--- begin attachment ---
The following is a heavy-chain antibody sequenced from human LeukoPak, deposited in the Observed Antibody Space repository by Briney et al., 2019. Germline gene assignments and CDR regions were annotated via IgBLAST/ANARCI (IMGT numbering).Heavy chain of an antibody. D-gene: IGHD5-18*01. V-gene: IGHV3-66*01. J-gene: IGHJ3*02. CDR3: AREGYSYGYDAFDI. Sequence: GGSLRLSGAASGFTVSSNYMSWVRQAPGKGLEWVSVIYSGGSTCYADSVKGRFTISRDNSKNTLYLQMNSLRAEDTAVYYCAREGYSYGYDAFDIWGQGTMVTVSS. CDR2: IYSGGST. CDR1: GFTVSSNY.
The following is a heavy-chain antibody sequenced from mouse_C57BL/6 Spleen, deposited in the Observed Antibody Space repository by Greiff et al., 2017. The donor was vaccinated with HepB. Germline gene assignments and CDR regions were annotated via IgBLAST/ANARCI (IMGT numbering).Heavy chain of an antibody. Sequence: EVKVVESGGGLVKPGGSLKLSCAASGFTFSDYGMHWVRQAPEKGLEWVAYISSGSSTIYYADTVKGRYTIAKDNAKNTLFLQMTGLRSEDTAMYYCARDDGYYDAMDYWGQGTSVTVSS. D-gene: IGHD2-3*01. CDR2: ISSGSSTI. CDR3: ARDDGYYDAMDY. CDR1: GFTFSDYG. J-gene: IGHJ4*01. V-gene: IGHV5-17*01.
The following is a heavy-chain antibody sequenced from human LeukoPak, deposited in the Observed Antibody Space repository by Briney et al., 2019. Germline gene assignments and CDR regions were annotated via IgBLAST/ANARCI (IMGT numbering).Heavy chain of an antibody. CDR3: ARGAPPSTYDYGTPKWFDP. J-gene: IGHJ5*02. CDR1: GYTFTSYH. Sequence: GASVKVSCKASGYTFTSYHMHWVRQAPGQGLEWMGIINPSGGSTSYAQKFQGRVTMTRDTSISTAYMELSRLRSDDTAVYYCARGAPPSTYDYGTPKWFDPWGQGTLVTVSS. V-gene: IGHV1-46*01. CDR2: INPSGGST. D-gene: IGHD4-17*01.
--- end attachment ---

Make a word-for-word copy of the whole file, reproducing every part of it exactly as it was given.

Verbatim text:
The following is a heavy-chain antibody sequenced from human LeukoPak, deposited in the Observed Antibody Space repository by Briney et al., 2019. Germline gene assignments and CDR regions were annotated via IgBLAST/ANARCI (IMGT numbering).Heavy chain of an antibody. D-gene: IGHD5-18*01. V-gene: IGHV3-66*01. J-gene: IGHJ3*02. CDR3: AREGYSYGYDAFDI. Sequence: GGSLRLSGAASGFTVSSNYMSWVRQAPGKGLEWVSVIYSGGSTCYADSVKGRFTISRDNSKNTLYLQMNSLRAEDTAVYYCAREGYSYGYDAFDIWGQGTMVTVSS. CDR2: IYSGGST. CDR1: GFTVSSNY.
The following is a heavy-chain antibody sequenced from mouse_C57BL/6 Spleen, deposited in the Observed Antibody Space repository by Greiff et al., 2017. The donor was vaccinated with HepB. Germline gene assignments and CDR regions were annotated via IgBLAST/ANARCI (IMGT numbering).Heavy chain of an antibody. Sequence: EVKVVESGGGLVKPGGSLKLSCAASGFTFSDYGMHWVRQAPEKGLEWVAYISSGSSTIYYADTVKGRYTIAKDNAKNTLFLQMTGLRSEDTAMYYCARDDGYYDAMDYWGQGTSVTVSS. D-gene: IGHD2-3*01. CDR2: ISSGSSTI. CDR3: ARDDGYYDAMDY. CDR1: GFTFSDYG. J-gene: IGHJ4*01. V-gene: IGHV5-17*01.
The following is a heavy-chain antibody sequenced from human LeukoPak, deposited in the Observed Antibody Space repository by Briney et al., 2019. Germline gene assignments and CDR regions were annotated via IgBLAST/ANARCI (IMGT numbering).Heavy chain of an antibody. CDR3: ARGAPPSTYDYGTPKWFDP. J-gene: IGHJ5*02. CDR1: GYTFTSYH. Sequence: GASVKVSCKASGYTFTSYHMHWVRQAPGQGLEWMGIINPSGGSTSYAQKFQGRVTMTRDTSISTAYMELSRLRSDDTAVYYCARGAPPSTYDYGTPKWFDPWGQGTLVTVSS. V-gene: IGHV1-46*01. CDR2: INPSGGST. D-gene: IGHD4-17*01.